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Idiopathic dilatation of the pulmonary artery in a patient with dermatomyositis complicated by interstitial pneumonitis
  1. Y MATSUKAWA,
  2. N KITAMURA,
  3. Y ASAI,
  4. H ISHIZUKA,
  5. Y KOYA,
  6. S NISHINARITA,
  7. T HORIE
  1. First Department of Internal Medicine
  2. Nihon University School of Medicine
  3. Oyaguchi-Kamimachi
  4. Itabashi 173–8610, Tokyo, Japan
  5. Second Department of Internal Medicine
  6. Nihon University School of Medicine
  1. Dr Matsukawa m-2000{at}mbk.sphere.ne.jp
  1. K KANAI
  1. First Department of Internal Medicine
  2. Nihon University School of Medicine
  3. Oyaguchi-Kamimachi
  4. Itabashi 173–8610, Tokyo, Japan
  5. Second Department of Internal Medicine
  6. Nihon University School of Medicine
  1. Dr Matsukawa m-2000{at}mbk.sphere.ne.jp

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Idiopathic dilatation of the pulmonary artery (IDPA) is an uncommon anomaly occurring in 0.6% of patients with congenital heart disease,1 2 and may be bilateral or unilateral.3-9 We report on a patient with IDPA who concomitantly developed polymyositis (PM) and interstitial pneumonitis (IP).

On 25 August 1997 a 63 year old woman was referred to our hospital because of dyspnoea, pyrexia, arthralgia, raised levels of aspartate aminotransferase (AST) and lactate dehydrogenase (LDH), and bilateral diffuse shadows on chest x ray examination.

On admission, a fine crackling sound was audible in the lung fields. We could not confirm Gottron's sign and heliotrope erythema. Laboratory examination disclosed increases of LDH (1194 IU/l), AST (61 IU/l), creatinine kinase (CK; 2078 IU/l), and aldolase (36.8 IU/l) in the serum samples. Autoantibodies were negative except for antinuclear antibody (1/40). Lymphopenia (600/μl) and accelerated erythrocyte sedimentation rate (ESR; 75 mm/1st h) were seen. The radiological examination showed diffuse granular shadows and dilatation of the pulmonary arteries (PAs) (Fig 1A). Findings of electrocardiography, echo cardiography, and blood gas analysis (BGA) were unremarkable. Pulmonary function was compatible with IP: percentage predicted value for vital capacity was 71.7, for forced expiratory volume per second 110.0, and for carbon monoxide transfer factor was 61.8.

Figure 1

Computed tomography findings and pulmonary arteriography.

We performed transbronchial lung biopsy, a right heart catheterisation study, and electromyography. The lung biopsy samples were compatible with IP (fibrosis with Masson body). The catheterisation study disclosed dilatation of the PAs without pulmonary hypertension (PH; mean pulmonary pressure was 20 mm Hg; fig 1B). An electromyograph of the right biceps muscle manifested low amplitude and short duration. We thus diagnosed her as having IDPA complicated with PM related IP.

During such examinations, pyrexia failed to subside, and BGA on 31 August deteriorated (Pao 2 67.4 mm Hg and Paco 2 40.3 mm Hg). Prednisolone (40 mg/day) was started from 17 September. The fever subsided, and the laboratory data improved on the day of discharge (31 October): LDH decreased from 1082 to 738 IU/l, CK from 1885 to 223 IU/l, AST from 60 to 18 IU/l, ESR from 116 to 27 mm/1st h, and white blood cell count from 19 000 to 9600/μl. Data of pulmonary function tests including BGA were unchanged. While taking 30 mg prednisolone a day, she visited crowded stores and thereafter developed pyrexia with severe dyspnoea. BGA showed hypoxaemia (Pao 2 45.2 mm Hg and Paco 2 35.3 mm Hg). Laboratory data on readmission showed LDH 1581 IU/l, CK 169 IU/l, AST 25 IU/l, ESR 122 mm/1st h, C reactive protein 212 mg/l, white blood cell count 15 100/μl, and platelets 60 000/μl. We diagnosed her as having exacerbated IP induced by infection and started treatment with pulse methylprednisolone (1000 mg/day for three days) followed by antibiotics, antimycotics, pentamidine, and immunoglobulin (high titres for cytomegalovirus).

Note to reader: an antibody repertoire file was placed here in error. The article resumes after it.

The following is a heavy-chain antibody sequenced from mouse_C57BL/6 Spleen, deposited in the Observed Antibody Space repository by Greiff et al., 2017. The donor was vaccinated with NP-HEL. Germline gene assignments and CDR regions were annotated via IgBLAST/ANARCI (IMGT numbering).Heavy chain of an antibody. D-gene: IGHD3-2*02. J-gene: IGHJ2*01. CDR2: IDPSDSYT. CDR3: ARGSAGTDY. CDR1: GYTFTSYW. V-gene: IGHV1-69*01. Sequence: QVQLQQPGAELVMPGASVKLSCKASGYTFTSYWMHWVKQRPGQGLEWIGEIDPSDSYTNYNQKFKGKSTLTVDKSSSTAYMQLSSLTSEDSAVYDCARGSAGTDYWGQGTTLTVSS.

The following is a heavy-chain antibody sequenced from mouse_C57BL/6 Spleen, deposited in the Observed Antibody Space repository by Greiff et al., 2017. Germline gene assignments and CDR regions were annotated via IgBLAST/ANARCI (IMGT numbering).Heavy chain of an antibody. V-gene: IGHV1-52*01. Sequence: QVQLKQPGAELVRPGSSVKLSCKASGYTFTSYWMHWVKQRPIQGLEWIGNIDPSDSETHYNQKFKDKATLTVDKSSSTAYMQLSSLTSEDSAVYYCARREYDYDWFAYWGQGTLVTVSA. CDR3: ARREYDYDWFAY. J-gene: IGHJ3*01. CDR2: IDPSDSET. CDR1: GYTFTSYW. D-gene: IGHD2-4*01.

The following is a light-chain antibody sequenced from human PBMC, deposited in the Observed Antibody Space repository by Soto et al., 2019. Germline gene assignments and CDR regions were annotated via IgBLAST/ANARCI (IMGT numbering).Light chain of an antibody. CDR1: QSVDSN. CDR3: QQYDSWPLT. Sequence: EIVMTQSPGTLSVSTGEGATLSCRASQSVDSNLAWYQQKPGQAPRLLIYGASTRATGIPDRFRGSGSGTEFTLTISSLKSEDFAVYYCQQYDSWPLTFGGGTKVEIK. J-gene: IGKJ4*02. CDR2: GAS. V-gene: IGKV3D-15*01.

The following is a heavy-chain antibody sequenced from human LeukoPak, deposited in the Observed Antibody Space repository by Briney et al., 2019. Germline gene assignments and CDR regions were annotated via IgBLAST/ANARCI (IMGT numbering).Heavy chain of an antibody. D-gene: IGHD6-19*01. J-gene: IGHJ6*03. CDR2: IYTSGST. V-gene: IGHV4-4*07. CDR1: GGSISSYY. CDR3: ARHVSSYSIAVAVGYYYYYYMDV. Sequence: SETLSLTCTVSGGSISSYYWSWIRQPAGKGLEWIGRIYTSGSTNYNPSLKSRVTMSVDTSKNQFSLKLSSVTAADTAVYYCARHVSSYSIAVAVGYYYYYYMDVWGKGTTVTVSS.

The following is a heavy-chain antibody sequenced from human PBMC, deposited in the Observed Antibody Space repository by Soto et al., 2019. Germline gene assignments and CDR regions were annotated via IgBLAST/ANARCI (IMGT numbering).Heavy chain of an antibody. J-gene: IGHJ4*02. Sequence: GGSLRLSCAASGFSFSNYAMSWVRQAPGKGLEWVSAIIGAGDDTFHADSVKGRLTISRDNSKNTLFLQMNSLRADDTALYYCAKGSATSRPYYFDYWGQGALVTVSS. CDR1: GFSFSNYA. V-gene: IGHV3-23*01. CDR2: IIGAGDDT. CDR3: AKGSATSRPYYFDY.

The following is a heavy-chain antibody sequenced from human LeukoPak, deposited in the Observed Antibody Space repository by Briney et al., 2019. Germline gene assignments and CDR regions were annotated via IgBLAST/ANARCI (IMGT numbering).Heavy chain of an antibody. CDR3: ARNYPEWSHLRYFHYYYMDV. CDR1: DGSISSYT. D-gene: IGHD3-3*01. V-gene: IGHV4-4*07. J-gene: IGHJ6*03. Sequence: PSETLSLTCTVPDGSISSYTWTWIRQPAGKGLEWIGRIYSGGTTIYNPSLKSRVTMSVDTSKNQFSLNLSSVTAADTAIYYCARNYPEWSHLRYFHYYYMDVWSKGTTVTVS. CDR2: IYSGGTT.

Despite such treatments, she died of respiratory failure on 10 November. Necropsy disclosed (a) polymyositis showing focal atrophy, fibrosis, and contraction band necrosis; (b) IP with cytomegalic inclusion body; (c) dilatation of the bilateral PAs; and (d) disseminated intravascular coagulation.

Because dilatation of the PA can be caused by rheumatic diseases through secondary PH, diagnosis of IDPA is difficult among such patients. Our patient had PM associated IP; we thus initially supposed that she had both IP and PH complicated with PM. Pulmonary catheterisation showed the absence of PH, indicating IDPA. This case indicated that IDPA should be ruled out in patients manifesting PH.

Patients with PM can die of acute respiratory failure induced by infection. To prevent respiratory failure, rheumatologists should be careful about opportunistic infections in patients receiving high doses of corticosteroids or immunosuppressive drugs. Because respiratory failure can be fatal, patients with PM should stay away from crowds while they are taking high doses of immunosuppressive agents.

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